Objective: To determine the prevalence of insomnia and posttraumatic brain injury (TBI) fatigue (PTBIF) in individuals with moderate to severe TBI, to explore the relationship between PTBIF and insomnia and their association with outcomes.
Design: Cross-sectional study.
Setting: Five National Institute of Disability and Rehabilitation Research TBI Model Systems.
Participants: Three hundred thirty-four individuals with TBI who completed 1-year (n = 213) or 2-year (n = 121) follow-up interviews between 2008 and 2012.
Main Outcome Results: Insomnia occurred in 11% to 24% and PTBIF in 33% to 44% of the individuals. Insomnia and fatigue were both related to sleep disturbance, sleep hygiene, satisfaction with life, anxiety, and depression. PTBIF was associated with greater disability and sleepiness. Insomnia without fatigue was rare (2%-3%) but PTBIF without insomnia occurred in 21% to 23% of the individuals. Comorbidity occurred in 9% to 22% of the individuals.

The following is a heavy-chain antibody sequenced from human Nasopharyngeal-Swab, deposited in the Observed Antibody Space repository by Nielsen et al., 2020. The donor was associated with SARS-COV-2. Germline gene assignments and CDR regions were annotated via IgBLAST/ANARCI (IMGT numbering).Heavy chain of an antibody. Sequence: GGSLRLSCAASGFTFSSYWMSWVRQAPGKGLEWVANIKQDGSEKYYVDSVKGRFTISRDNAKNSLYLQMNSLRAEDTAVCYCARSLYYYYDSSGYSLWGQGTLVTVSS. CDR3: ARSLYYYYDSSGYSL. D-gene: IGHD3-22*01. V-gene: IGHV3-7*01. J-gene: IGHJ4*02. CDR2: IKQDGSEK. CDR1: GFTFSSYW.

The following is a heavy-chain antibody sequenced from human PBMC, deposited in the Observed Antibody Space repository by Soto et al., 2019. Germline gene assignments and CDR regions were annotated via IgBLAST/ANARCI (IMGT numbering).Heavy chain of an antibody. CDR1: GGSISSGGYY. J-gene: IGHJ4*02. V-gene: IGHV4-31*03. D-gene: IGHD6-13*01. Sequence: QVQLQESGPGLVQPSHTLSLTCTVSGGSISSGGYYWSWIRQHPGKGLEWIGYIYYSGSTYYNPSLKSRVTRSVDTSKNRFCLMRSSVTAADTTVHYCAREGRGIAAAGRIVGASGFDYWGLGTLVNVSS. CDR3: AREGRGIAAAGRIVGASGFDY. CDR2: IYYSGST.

Conclusions: Although PTBIF and insomnia are closely related and both associated with poorer quality of life, they are affected independently by a variety of factors, especially psychopathology and sleep quality. A majority of individuals with PTBIF do not have insomnia; and PTBIF appears to be related to disability severity and daytime sleepiness, where insomnia is not. Demographic and injury variables are not strong predictors of insomnia or PTBIF.